The Broad and the Narrow Front
The problems of victory are more agreeable
than those of defeat, but they are no less difficult
All commanders, unless they are very lucky at one time or another have to fight a battle on two fronts—one to the rear. During August Eisenhower had to face strong criticism from Marshall and the New York Times that he was allowing Montgomery too much rope and not keeping a firm grip on the battle. He was quick to reply very forcibly that his critics did not understand his difficulties in the matter of communications, not only with his armies but with the huge air forces, based for the most part in United Kingdom, supporting them. He assured Marshall that 'No major effort takes place in this theatre by ground, sea or air except with my approval ... no-one in this Allied Command presumes to question my supreme authority and responsibility for the whole campaign.' Nevertheless in these last crucial days in August there were grounds for suspicion that Montgomery and Bradley were being allowed to go the way of their own choosing. Montgomery had made his own plans for the continuation of the pursuit beyond the Seine to start the moment he had got a bridge over the Seine at Vernon capable of taking all classes of traffic. Horrocks and XXX Corps would then thrust without halting by day or night due north-east on Brussels and Antwerp whilst First Canadian Army mopped up the coast of the Pas de Calais and Belgium, destroying en route the sites of the guided missiles now harassing London.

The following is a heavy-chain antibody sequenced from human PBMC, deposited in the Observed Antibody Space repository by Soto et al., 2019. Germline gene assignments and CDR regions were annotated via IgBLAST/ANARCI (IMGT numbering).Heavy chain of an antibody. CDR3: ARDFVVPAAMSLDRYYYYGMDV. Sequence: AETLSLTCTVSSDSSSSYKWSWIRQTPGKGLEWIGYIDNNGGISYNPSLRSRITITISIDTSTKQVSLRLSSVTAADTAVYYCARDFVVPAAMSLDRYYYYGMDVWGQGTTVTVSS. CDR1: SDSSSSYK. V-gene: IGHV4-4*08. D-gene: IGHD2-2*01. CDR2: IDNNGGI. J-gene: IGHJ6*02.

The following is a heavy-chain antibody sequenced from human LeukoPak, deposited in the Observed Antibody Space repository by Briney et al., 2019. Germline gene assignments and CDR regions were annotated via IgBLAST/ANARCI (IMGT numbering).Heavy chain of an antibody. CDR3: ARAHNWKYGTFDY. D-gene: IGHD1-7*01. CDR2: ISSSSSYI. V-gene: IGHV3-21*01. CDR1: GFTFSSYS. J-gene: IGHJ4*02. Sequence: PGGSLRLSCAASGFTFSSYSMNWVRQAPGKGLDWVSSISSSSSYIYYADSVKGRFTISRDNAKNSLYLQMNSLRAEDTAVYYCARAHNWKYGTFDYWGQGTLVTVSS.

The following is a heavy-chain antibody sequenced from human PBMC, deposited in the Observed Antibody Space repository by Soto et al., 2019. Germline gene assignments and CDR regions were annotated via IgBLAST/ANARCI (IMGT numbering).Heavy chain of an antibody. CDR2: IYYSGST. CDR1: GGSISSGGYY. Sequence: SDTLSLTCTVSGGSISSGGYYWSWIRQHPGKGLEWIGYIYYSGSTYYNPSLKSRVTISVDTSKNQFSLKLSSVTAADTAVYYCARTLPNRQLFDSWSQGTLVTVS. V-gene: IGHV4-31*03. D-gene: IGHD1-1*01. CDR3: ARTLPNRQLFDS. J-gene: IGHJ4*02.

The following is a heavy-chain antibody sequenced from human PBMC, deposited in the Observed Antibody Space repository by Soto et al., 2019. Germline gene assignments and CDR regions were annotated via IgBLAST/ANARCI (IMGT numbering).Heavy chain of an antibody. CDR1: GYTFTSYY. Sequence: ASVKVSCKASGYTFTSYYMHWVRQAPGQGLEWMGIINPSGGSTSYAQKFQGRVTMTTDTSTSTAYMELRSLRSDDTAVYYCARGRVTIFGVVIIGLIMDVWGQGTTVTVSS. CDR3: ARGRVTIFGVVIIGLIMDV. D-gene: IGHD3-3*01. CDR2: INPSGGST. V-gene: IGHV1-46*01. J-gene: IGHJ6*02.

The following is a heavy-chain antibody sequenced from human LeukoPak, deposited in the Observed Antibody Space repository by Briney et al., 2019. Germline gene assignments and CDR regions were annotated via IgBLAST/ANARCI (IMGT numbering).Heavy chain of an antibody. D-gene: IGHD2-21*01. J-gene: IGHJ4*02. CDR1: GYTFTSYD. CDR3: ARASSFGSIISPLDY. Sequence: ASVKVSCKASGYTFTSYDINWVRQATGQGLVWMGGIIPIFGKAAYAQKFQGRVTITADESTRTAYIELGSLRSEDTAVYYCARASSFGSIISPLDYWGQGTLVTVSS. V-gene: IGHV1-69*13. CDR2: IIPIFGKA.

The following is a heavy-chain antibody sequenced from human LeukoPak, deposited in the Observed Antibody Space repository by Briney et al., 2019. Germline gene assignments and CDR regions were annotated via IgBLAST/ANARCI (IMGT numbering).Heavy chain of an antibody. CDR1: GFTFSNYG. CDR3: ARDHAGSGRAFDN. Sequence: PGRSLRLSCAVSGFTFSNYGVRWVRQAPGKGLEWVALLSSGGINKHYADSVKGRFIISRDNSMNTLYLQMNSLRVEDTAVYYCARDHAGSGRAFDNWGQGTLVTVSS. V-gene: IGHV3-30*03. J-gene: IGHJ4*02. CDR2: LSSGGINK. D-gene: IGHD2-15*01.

On 25 August, the day Paris was liberated, Bradley summoned Patton to Chartres. He too had made his own plans for the contin